|Visit the Video/DVD review archives|
DVD reviews by Loey Lockerby and Dan Lybarger
As dumb, formulaic romantic comedies go, The Proposal isn’t too bad. That can be chalked up almost entirely to its cast, headed by Sandra Bullock as a tightly wound book editor who forces her assistant (Ryan Reynolds) to marry her when she’s threatened with deportation back home to Canada. Thanks to some judicious blackmail and bribery, he agrees, and they travel to his family’s home in Alaska to announce their engagement (and put an overzealous immigration agent off their trail).
Bullock is saddled with the insulting role of a woman who can’t be successful without also being a bitchy ice queen, while Reynolds is the exploited lackey with a passive-aggressive streak. They overcome the stereotypes by simply being two of the most likable performers in the industry. Their circumstances and eventual attraction isn’t the least bit believable, but it’s hard not to root for them anyway.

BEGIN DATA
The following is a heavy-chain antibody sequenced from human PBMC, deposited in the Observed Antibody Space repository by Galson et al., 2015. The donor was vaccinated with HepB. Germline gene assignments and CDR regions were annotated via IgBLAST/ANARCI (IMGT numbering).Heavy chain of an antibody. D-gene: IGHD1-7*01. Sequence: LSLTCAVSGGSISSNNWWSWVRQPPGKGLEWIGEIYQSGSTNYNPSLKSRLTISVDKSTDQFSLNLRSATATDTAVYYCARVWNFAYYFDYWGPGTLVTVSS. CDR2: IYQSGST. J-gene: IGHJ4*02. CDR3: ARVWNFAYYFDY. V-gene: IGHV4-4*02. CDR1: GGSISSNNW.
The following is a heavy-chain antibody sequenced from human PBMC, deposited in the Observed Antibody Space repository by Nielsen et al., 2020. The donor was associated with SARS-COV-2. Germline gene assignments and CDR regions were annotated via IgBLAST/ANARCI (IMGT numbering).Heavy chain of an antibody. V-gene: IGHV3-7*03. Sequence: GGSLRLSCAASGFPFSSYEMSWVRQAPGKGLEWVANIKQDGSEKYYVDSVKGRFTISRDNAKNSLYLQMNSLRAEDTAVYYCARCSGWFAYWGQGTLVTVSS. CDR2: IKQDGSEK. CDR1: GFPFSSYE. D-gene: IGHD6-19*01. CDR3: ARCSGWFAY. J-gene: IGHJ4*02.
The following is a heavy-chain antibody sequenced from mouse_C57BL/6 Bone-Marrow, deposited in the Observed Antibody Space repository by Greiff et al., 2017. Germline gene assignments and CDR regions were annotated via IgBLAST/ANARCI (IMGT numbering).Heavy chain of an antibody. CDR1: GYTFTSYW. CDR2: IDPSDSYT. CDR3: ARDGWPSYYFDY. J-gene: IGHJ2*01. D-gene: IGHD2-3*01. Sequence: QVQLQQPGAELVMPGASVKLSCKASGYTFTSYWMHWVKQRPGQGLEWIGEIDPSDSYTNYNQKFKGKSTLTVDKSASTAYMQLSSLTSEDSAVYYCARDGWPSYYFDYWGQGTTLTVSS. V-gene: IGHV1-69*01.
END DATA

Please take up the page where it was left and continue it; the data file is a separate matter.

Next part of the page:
The stars get more than able support from Mary Steenburgen and Craig T. Nelson as Reynolds’ parents, and the ever-marvelous Betty White as his grandmother. If that’s not enough, the Alaskan scenery is gorgeous (albeit mostly digital). Whatever it takes to focus attention away from the script and onto what’s actually entertaining.
Extras: Commentary by director Anne Fletcher and screenwriter Pete Chiarelli; deleted scenes, including an alternate ending; outtakes. (PG-13) Rating: 2.5 –LL
If you had to work last Halloween while others were reveling, this newly restored 1967 stop-motion cartoon might get you in the right mood. Mad Monster Party is from Rankin/Bass, the company that gave the world Rudolph the Red-Nosed Reindeer and The Year without a Santa Claus.
The animation isn’t as fluid or expressive as it is in Henry Selick’s movies like Coraline. So it doesn’t take much effort to spot the short cuts the filmmakers have taken. The simulated water remains still, for example. Nevertheless, there’s still a lot to recommend in Mad Monster Party. For one thing, the effects surrounding the Invisible Man are actually impressive.
Previous DVD and video versions of this movie were based on battered 16 mm prints. This new special Lions Gate edition is made from a pristine 35mm master. Fans of classic Mad Magazine should check out the film because the characters are imaginatively designed by Jack Davis, and one-time editor Harvey Kurtzman co-wrote the script. Careful listeners will notice his trademark acidic wit in the final frames.